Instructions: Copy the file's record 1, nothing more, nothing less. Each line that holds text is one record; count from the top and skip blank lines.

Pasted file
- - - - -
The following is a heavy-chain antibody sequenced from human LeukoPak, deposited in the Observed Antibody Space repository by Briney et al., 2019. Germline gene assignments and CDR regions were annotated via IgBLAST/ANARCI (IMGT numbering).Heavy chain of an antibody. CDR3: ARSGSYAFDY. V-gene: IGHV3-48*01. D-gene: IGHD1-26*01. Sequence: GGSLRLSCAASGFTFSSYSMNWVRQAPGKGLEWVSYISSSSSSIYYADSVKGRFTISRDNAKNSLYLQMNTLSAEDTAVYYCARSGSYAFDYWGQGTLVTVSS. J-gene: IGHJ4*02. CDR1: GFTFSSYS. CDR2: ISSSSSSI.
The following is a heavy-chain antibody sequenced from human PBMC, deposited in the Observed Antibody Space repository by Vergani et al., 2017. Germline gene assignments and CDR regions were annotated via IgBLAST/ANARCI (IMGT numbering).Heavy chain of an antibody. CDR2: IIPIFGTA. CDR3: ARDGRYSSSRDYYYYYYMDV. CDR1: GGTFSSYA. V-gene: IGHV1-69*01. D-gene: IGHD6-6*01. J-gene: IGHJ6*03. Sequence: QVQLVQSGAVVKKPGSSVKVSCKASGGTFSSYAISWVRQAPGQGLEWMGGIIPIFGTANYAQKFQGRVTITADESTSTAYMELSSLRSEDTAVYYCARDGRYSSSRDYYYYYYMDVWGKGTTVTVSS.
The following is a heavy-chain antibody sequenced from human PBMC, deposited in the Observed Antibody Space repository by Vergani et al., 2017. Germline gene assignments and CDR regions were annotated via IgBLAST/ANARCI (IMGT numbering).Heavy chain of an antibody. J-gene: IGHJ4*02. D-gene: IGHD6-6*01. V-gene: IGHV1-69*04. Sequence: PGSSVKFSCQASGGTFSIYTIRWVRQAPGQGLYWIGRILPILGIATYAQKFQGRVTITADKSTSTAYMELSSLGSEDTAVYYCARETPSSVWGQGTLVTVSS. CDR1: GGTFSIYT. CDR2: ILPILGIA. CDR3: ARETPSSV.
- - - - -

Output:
The following is a heavy-chain antibody sequenced from human LeukoPak, deposited in the Observed Antibody Space repository by Briney et al., 2019. Germline gene assignments and CDR regions were annotated via IgBLAST/ANARCI (IMGT numbering).Heavy chain of an antibody. CDR3: ARSGSYAFDY. V-gene: IGHV3-48*01. D-gene: IGHD1-26*01. Sequence: GGSLRLSCAASGFTFSSYSMNWVRQAPGKGLEWVSYISSSSSSIYYADSVKGRFTISRDNAKNSLYLQMNTLSAEDTAVYYCARSGSYAFDYWGQGTLVTVSS. J-gene: IGHJ4*02. CDR1: GFTFSSYS. CDR2: ISSSSSSI.